As the old saying goes, be careful what you ask for -- you just might get it. Last month several members of the Penn Hills school board expressed their frustration at not having been given the preliminary results from the Pennsylvania System of School Assessment testing conducted in Penn Hills last spring. On Monday night, Renel Williams, director of teaching, learning and assessment, delivered the data.
In a presentation to the school board, Ms. Williams showed slide after slide of test results demonstrating that Penn Hills students are not hitting the state's educational proficiency targets. In some cases, the gaps are quite large. For example, the overall PSSA reading score for all fifth-grade students is 36 out of 100 while the state target score is 91. Third- and fourth-grade readers scored 58 and 61 respectively, and no grade level scored higher in reading than the fourth grade score of 61. While overall math scores were generally higher than reading scores, significant gaps still exist. Scores also vary from building to building and within demographic subgroups. Across the board, scores for black students were lower than scores for white students and special needs students were the lowest-scoring demographic.
Ms. Williams also showed the district's performance as compared to all of the other school districts in the state. In many cases, the performance of Penn Hills students reflects the overall performance of students in other Pennsylvania school districts, but Penn Hills also ranks lower than the state average in the reading and math test categories at all grade levels in all years since 2006.
Ms. Williams also explained that the state will assess the district's effort to improve over time using a new method called the Annual Measurable Objective. The district's baseline will be set by scores from PSSA and Keystone testing during the 2012-13 school year. In the case of fifth-grade reading, for example, the district achieved a proficiency score 36 out of 100 points. The achievement gap is the difference between the actual score and the maximum or 64 points. Penn Hills will be required to reduce that achievement gap by 50 percent or by 32 points in six years time. That averages out to an AMO improvement goal of 5.3 points per year. A school district's progress will be cumulative, meaning that although some years may be better than others, the total achievement gap must be closed in six years.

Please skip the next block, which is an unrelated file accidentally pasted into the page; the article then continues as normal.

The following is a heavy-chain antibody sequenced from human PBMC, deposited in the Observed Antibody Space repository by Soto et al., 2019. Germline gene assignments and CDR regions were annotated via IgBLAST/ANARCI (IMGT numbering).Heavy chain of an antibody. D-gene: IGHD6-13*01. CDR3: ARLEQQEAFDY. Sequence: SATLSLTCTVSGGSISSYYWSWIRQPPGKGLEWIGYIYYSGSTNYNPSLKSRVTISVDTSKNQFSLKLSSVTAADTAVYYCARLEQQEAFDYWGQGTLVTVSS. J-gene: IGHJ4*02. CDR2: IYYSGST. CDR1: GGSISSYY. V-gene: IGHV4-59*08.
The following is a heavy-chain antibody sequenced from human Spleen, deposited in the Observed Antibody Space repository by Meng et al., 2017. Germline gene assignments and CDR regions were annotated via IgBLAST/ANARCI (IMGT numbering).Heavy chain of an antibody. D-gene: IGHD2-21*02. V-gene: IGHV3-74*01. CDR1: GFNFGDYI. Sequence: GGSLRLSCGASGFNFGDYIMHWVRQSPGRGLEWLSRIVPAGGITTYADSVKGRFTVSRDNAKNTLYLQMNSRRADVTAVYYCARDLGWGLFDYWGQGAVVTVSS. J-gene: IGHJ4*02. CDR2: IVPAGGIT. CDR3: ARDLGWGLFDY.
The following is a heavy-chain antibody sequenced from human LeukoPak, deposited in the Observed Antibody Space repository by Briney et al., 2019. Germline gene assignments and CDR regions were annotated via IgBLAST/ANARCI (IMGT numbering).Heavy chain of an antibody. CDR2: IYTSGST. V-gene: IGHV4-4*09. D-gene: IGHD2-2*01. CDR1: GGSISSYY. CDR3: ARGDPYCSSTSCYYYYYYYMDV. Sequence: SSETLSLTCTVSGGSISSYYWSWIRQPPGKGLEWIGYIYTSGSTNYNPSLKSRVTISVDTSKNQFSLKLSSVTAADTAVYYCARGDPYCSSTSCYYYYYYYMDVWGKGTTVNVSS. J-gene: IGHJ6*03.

According to superintendent Thomas Washington, the district is aware of the deficiencies identified in the test results and is addressing them by focusing on early reading and school readiness programs.
"First of all, the data presented last night is preliminary. But we recognize that there are opportunities that need to be addressed in student performance," Mr. Washington said. "And if I could put my hand on what causes these gaps, I could fix it. We just need to have kids ready for school earlier and we need to identify their learning deficiencies earlier. A child who struggles to read in third grade will struggle to read after third grade."
As the presentation continued, the board members who were vocal last month were silent this month. There were no comments or questions from the board.
Tim Means, freelance writer: email@example.com